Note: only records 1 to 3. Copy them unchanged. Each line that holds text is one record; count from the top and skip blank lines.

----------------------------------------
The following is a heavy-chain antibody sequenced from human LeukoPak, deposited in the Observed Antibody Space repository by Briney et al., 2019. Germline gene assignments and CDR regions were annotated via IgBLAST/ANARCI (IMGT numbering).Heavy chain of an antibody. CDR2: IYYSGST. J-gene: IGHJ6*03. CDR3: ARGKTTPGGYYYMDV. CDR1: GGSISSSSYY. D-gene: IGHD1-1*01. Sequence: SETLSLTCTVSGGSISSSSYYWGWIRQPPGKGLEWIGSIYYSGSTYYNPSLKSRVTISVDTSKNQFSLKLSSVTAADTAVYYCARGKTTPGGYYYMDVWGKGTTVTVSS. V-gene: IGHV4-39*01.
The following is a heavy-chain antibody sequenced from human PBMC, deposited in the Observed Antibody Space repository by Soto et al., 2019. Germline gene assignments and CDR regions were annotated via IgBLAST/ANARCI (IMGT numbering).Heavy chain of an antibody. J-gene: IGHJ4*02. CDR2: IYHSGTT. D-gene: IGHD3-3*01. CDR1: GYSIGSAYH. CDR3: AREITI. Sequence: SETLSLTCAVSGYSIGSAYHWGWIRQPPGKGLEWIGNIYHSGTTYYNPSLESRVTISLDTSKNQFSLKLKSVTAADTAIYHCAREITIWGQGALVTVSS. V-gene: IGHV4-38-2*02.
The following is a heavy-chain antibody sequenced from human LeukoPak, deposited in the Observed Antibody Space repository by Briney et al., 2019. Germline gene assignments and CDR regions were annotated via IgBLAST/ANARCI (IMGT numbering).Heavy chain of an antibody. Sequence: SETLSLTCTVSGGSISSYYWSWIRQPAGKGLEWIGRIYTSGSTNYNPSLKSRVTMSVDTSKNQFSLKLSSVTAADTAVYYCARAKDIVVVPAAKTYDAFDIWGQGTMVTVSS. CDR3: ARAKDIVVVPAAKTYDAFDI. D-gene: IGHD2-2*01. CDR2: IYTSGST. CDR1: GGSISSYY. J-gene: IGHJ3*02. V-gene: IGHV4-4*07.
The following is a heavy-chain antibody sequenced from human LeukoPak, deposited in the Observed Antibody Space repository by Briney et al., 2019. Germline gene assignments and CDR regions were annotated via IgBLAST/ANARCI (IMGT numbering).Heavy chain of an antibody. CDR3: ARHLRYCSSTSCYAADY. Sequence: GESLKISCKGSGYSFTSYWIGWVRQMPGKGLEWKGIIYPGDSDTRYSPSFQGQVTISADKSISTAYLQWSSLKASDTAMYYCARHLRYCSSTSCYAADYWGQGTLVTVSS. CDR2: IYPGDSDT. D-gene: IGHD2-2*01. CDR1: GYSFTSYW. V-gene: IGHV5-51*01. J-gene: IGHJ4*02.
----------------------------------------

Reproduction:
The following is a heavy-chain antibody sequenced from human LeukoPak, deposited in the Observed Antibody Space repository by Briney et al., 2019. Germline gene assignments and CDR regions were annotated via IgBLAST/ANARCI (IMGT numbering).Heavy chain of an antibody. CDR2: IYYSGST. J-gene: IGHJ6*03. CDR3: ARGKTTPGGYYYMDV. CDR1: GGSISSSSYY. D-gene: IGHD1-1*01. Sequence: SETLSLTCTVSGGSISSSSYYWGWIRQPPGKGLEWIGSIYYSGSTYYNPSLKSRVTISVDTSKNQFSLKLSSVTAADTAVYYCARGKTTPGGYYYMDVWGKGTTVTVSS. V-gene: IGHV4-39*01.
The following is a heavy-chain antibody sequenced from human PBMC, deposited in the Observed Antibody Space repository by Soto et al., 2019. Germline gene assignments and CDR regions were annotated via IgBLAST/ANARCI (IMGT numbering).Heavy chain of an antibody. J-gene: IGHJ4*02. CDR2: IYHSGTT. D-gene: IGHD3-3*01. CDR1: GYSIGSAYH. CDR3: AREITI. Sequence: SETLSLTCAVSGYSIGSAYHWGWIRQPPGKGLEWIGNIYHSGTTYYNPSLESRVTISLDTSKNQFSLKLKSVTAADTAIYHCAREITIWGQGALVTVSS. V-gene: IGHV4-38-2*02.
The following is a heavy-chain antibody sequenced from human LeukoPak, deposited in the Observed Antibody Space repository by Briney et al., 2019. Germline gene assignments and CDR regions were annotated via IgBLAST/ANARCI (IMGT numbering).Heavy chain of an antibody. Sequence: SETLSLTCTVSGGSISSYYWSWIRQPAGKGLEWIGRIYTSGSTNYNPSLKSRVTMSVDTSKNQFSLKLSSVTAADTAVYYCARAKDIVVVPAAKTYDAFDIWGQGTMVTVSS. CDR3: ARAKDIVVVPAAKTYDAFDI. D-gene: IGHD2-2*01. CDR2: IYTSGST. CDR1: GGSISSYY. J-gene: IGHJ3*02. V-gene: IGHV4-4*07.